BW: I don't know my grandfather's first name.

SY: You, you never met your grandfather, then?

BW: No.

SY: And obviously...

BW: I never met either of my grandfathers.

SY: And so when he came, is it the assumption that when your grandfather came it was to -- or maybe I shouldn't even give you a suggestion -- what, why...

BW: Why did he come?

SY: Do you have any idea why he came?

BW: To make money, I suppose. I mean, the, chase the dream of making money and eventually going back to Japan as a wealthy person, or at least having raised enough money to take care of the family.

SY: And he had siblings, do you think?

BW: You know, I don't know that.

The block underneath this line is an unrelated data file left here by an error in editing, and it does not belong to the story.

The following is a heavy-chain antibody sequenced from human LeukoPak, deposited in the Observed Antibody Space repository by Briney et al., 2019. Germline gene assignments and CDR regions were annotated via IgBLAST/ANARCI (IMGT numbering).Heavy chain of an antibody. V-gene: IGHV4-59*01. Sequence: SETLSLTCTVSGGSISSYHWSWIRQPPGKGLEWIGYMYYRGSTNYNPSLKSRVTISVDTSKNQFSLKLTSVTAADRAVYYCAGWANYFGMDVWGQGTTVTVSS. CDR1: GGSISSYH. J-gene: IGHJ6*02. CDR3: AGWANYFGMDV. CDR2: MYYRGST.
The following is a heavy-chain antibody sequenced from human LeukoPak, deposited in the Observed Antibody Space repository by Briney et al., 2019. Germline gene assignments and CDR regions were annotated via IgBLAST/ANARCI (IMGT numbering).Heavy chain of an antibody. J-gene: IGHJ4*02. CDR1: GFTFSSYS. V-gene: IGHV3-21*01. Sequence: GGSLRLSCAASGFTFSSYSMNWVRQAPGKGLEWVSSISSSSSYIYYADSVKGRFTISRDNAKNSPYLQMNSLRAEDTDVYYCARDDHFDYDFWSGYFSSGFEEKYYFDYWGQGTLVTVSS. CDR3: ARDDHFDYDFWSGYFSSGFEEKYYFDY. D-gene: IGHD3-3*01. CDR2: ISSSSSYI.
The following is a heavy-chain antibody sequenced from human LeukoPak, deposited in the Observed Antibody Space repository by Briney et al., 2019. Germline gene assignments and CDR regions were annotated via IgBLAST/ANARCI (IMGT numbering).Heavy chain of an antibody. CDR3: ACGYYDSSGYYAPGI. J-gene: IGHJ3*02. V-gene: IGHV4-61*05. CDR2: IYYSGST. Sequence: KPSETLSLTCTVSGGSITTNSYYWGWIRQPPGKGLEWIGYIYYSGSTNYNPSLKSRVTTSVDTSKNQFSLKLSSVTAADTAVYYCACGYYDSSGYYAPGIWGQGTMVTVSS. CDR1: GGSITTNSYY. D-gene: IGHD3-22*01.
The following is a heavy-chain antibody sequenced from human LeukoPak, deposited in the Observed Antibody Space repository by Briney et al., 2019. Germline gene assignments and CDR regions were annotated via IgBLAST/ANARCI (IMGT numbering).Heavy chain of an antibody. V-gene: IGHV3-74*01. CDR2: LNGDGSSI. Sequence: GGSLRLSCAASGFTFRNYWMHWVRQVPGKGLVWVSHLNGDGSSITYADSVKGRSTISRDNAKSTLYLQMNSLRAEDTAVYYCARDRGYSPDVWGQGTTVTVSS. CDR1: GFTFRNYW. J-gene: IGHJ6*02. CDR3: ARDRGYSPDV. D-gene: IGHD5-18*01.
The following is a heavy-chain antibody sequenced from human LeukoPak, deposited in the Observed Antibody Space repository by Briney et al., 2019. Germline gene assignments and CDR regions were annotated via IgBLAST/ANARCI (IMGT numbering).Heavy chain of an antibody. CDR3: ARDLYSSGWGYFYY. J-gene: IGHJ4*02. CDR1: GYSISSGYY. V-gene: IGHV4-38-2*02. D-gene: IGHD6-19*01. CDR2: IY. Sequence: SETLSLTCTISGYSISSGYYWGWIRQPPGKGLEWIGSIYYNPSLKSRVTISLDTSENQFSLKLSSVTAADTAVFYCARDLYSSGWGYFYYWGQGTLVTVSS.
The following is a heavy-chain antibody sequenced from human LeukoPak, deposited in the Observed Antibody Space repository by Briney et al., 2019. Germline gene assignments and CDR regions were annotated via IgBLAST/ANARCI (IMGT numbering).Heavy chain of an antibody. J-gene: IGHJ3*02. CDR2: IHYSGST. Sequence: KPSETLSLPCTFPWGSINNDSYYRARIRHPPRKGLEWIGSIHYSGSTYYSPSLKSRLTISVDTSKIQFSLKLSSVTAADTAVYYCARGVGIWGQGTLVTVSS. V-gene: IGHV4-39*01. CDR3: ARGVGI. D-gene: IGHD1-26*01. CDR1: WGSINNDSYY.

SY: So your father, then, obviously came to meet with his father when he came. That was...

BW: Right, so my father came here, as I mentioned, when he was sixteen, and then his father returned to Japan a few years after my father came. So they were together for a few years, and then his father went back to Japan and then my father chose to stay.

SY: So now, did he live, so he was raised, then, probably, by your grandmother, your father? 'Til the age of sixteen.

BW: Yeah, I'm not sure when my grandfather left Japan and how old my father was at the time. Since his younger brother was born, I would have to assume perhaps it was after my uncle, my father's younger brother, was born. But I would assume his mother raised them, since the father was absent.

SY: And your father's full name, then, was?

BW: Rokuro Watanabe.

SY: Watanabe. And his younger brother's name, full name?

BW: You know, I'm sure I have it somewhere, but I don't remember.

SY: I think it's, yes, I think it's in here somewhere too.

<End Segment 1> - Copyright &copy; 2012 Densho. All Rights Reserved.